- The Washington Times - Thursday, August 22, 2002

Former D.C. Fire Chief Ronnie Few "created an appearance of impropriety" by hiring a training consultant he knew from a previous job as fire chief in East Point, Ga., according to a report from D.C. Inspector General Charles Maddox.
The executive summary of the report which was released Aug. 7 to D.C. Council members, the fire department and D.C. Mayor Anthony A. Williams says Mr. Few didn't violate criminal laws or engage in criminal misuse of his position, or break procurement laws.
But his failure to disclose a close association of more than 20 years with the namesake of Carl Holmes & Associates constituted questionable ethical practice, the report says.
The report did not recommend discipline because Mr. Few has resigned.
Mr. Few "failed to disclose two crucial facts," the report says. First, that Mr. Holmes "presented him with two awards in the past, which [Mr. Fews] biographical materials incorrectly attributed to two well-known firefighter unions and that [Mr. Few] previously volunteered as a guest instructor at" the Carl Holmes Executive Development Institute.
Efforts to reach Mr. Few for comment yesterday were unsuccessful.
The Washington Times reported in December that city records revealed then-Chief Few and former Assistant Chief Gary L. Garland had approved three sole-source consulting contracts for Carl Holmes & Associates beginning in Octo- ber 2000.
The contracts, totaling $23,500, paid Mr. Holmes about $1,808 per day for 13 days of work for the D.C. Fire and Emergency Medical Service Department.
D.C. disclosure laws require city officials to declare their affiliations with city contractors and payments to contractors of more than $100. Filing false financial-disclosure statements is punishable by fines of up to $5,000 and up to five years in jail, according to the D.C. Code.
Both chiefs previously served as instructors for the Carl Holmes Executive Development Institute in New Orleans, which Mr. Holmes founded and operates. They also received free lodging and travel reimbursements from him. These were not reported in their disclosure statements.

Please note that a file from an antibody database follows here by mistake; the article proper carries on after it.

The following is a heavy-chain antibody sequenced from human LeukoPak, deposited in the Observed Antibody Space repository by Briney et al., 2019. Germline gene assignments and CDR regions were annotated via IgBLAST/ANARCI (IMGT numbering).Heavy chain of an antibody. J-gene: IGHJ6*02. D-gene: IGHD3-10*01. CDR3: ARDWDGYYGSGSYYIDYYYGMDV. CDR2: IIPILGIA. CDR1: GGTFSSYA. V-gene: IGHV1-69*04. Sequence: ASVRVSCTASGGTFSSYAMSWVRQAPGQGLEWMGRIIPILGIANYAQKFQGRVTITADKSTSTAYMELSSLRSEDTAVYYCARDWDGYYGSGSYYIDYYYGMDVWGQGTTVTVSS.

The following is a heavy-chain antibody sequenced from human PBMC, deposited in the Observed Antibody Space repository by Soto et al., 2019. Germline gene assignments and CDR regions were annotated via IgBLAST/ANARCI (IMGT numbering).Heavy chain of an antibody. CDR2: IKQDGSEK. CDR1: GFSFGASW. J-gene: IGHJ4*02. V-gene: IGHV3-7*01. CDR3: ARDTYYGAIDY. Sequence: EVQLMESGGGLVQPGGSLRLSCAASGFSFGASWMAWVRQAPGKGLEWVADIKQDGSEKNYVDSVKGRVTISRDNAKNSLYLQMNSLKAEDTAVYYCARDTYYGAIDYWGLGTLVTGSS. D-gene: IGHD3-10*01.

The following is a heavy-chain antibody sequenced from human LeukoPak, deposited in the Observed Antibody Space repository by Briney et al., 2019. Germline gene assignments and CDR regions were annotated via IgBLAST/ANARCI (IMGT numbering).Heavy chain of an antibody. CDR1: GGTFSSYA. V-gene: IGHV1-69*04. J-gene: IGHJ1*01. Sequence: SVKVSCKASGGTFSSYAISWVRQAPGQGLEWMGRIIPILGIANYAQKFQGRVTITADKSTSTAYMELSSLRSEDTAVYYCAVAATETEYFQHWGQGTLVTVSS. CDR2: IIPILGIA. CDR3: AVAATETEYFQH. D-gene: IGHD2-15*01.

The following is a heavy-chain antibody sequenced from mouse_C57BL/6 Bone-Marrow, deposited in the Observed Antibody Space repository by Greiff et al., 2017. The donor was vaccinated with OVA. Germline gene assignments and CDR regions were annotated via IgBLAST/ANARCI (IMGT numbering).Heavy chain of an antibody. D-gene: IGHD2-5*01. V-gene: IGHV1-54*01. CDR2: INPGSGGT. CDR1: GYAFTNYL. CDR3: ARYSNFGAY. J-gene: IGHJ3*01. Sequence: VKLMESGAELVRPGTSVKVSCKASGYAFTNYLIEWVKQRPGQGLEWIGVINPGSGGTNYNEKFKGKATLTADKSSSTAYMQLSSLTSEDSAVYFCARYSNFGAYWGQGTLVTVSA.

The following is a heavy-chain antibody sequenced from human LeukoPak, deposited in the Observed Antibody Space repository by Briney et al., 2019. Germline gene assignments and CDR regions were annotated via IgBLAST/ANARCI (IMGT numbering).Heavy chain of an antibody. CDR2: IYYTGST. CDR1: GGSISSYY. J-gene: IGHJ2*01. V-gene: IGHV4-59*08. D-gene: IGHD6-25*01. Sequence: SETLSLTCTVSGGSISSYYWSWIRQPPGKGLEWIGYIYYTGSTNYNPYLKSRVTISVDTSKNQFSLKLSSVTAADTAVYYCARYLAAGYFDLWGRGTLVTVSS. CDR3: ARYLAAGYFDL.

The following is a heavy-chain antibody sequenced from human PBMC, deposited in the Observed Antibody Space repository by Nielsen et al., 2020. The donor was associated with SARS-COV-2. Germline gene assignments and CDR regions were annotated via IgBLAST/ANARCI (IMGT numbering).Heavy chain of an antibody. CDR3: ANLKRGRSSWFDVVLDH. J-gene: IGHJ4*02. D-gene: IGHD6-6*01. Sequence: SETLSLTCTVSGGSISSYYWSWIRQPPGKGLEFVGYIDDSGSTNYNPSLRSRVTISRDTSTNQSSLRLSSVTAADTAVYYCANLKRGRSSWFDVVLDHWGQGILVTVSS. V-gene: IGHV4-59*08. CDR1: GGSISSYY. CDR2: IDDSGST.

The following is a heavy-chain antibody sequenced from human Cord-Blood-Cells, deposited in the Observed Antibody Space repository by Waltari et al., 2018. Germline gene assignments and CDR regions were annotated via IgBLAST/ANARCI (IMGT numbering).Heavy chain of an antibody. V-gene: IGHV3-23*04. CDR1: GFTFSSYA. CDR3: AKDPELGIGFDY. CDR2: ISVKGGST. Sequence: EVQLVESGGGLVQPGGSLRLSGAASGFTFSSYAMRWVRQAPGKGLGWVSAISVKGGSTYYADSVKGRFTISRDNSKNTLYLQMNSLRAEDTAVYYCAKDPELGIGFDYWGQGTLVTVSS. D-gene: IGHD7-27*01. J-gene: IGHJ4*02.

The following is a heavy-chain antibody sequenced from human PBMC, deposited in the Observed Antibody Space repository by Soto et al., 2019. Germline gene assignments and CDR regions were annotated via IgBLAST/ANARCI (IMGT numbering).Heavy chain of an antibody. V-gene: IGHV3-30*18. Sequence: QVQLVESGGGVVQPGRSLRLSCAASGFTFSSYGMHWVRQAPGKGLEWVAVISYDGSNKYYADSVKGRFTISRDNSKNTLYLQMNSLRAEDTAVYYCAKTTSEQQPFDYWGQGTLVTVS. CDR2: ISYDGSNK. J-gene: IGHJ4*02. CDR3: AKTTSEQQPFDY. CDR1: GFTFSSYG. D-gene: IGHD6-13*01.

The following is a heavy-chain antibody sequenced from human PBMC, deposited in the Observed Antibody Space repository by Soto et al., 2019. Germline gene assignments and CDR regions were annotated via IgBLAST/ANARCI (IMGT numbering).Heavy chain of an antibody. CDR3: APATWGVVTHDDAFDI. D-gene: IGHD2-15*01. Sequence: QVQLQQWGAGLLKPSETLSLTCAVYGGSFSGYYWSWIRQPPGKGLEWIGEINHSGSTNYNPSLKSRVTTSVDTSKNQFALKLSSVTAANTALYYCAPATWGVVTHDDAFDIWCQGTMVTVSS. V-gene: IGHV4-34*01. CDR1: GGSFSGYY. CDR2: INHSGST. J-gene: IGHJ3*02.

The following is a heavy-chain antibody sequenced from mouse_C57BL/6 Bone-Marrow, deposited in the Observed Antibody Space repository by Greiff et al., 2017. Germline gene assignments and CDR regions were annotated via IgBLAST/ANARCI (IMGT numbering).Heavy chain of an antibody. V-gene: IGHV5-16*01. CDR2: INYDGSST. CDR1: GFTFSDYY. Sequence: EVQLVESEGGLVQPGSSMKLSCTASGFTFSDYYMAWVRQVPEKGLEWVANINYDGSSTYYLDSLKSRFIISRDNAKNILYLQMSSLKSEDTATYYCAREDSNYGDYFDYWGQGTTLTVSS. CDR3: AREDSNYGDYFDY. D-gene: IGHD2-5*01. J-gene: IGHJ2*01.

Mr. Few, whose yearly salary as fire chief was $130,000, and Chief Garland, who was paid $105,000 per year and who also resigned because of resume discrepancies, have said they didn't know they were supposed to disclose their affiliation with Mr. Holmes.
The inspector general's investigation began in mid-December, within days after The Times' report.
The sole-source contract was justified and results of the criminal investigation were discussed with the U.S. Attorney's Office, which opted against further prosecution, the report says.
The three purchase orders to Mr. Holmes were properly processed and handled, and the report stated that there was not enough evidence pointing to a violation of procurement laws.
But Mr. Few did violate the D.C. Code by participating in the awarding of contracts to a personal or professional associate, the report says.
Mr. Few's resignation as the District's fire chief was effective July 31, making any sort of punishment obsolete, it says.
The inspector general had released a separate report stating that Mr. Williams' administration failed to follow normal hiring practices and to adequately check the credentials of Mr. Few before hiring him more than two years ago when he was the fire chief in Augusta, Ga.
It also determined that Mr. Few was responsible for submitting a false resume when the city hired him in 2000.

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